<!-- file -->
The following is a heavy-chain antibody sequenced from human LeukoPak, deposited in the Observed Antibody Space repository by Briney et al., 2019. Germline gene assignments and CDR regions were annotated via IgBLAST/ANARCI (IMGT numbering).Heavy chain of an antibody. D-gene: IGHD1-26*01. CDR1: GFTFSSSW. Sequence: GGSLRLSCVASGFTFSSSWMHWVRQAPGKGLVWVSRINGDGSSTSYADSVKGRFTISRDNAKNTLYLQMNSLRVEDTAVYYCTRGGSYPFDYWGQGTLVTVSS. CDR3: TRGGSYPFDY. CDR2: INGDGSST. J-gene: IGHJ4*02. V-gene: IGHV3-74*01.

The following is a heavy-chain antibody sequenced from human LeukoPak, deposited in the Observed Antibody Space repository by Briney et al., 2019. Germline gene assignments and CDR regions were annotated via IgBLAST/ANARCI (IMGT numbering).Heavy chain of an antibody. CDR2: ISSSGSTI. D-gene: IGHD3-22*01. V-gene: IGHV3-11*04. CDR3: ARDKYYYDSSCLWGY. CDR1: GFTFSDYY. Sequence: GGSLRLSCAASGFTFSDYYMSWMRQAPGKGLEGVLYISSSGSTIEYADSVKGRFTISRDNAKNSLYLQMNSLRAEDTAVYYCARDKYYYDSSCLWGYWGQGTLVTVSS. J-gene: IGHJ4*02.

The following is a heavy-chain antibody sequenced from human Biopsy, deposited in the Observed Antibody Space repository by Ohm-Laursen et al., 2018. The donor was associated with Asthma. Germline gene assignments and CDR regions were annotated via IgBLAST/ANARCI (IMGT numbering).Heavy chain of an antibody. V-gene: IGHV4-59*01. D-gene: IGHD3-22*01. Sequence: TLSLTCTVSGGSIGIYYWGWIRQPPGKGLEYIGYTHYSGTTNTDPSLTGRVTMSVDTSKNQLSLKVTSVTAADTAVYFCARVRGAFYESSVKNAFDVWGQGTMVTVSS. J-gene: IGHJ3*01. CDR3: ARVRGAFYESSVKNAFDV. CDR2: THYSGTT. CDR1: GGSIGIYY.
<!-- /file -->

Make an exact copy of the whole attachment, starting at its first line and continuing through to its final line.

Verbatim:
The following is a heavy-chain antibody sequenced from human LeukoPak, deposited in the Observed Antibody Space repository by Briney et al., 2019. Germline gene assignments and CDR regions were annotated via IgBLAST/ANARCI (IMGT numbering).Heavy chain of an antibody. D-gene: IGHD1-26*01. CDR1: GFTFSSSW. Sequence: GGSLRLSCVASGFTFSSSWMHWVRQAPGKGLVWVSRINGDGSSTSYADSVKGRFTISRDNAKNTLYLQMNSLRVEDTAVYYCTRGGSYPFDYWGQGTLVTVSS. CDR3: TRGGSYPFDY. CDR2: INGDGSST. J-gene: IGHJ4*02. V-gene: IGHV3-74*01.

The following is a heavy-chain antibody sequenced from human LeukoPak, deposited in the Observed Antibody Space repository by Briney et al., 2019. Germline gene assignments and CDR regions were annotated via IgBLAST/ANARCI (IMGT numbering).Heavy chain of an antibody. CDR2: ISSSGSTI. D-gene: IGHD3-22*01. V-gene: IGHV3-11*04. CDR3: ARDKYYYDSSCLWGY. CDR1: GFTFSDYY. Sequence: GGSLRLSCAASGFTFSDYYMSWMRQAPGKGLEGVLYISSSGSTIEYADSVKGRFTISRDNAKNSLYLQMNSLRAEDTAVYYCARDKYYYDSSCLWGYWGQGTLVTVSS. J-gene: IGHJ4*02.

The following is a heavy-chain antibody sequenced from human Biopsy, deposited in the Observed Antibody Space repository by Ohm-Laursen et al., 2018. The donor was associated with Asthma. Germline gene assignments and CDR regions were annotated via IgBLAST/ANARCI (IMGT numbering).Heavy chain of an antibody. V-gene: IGHV4-59*01. D-gene: IGHD3-22*01. Sequence: TLSLTCTVSGGSIGIYYWGWIRQPPGKGLEYIGYTHYSGTTNTDPSLTGRVTMSVDTSKNQLSLKVTSVTAADTAVYFCARVRGAFYESSVKNAFDVWGQGTMVTVSS. J-gene: IGHJ3*01. CDR3: ARVRGAFYESSVKNAFDV. CDR2: THYSGTT. CDR1: GGSIGIYY.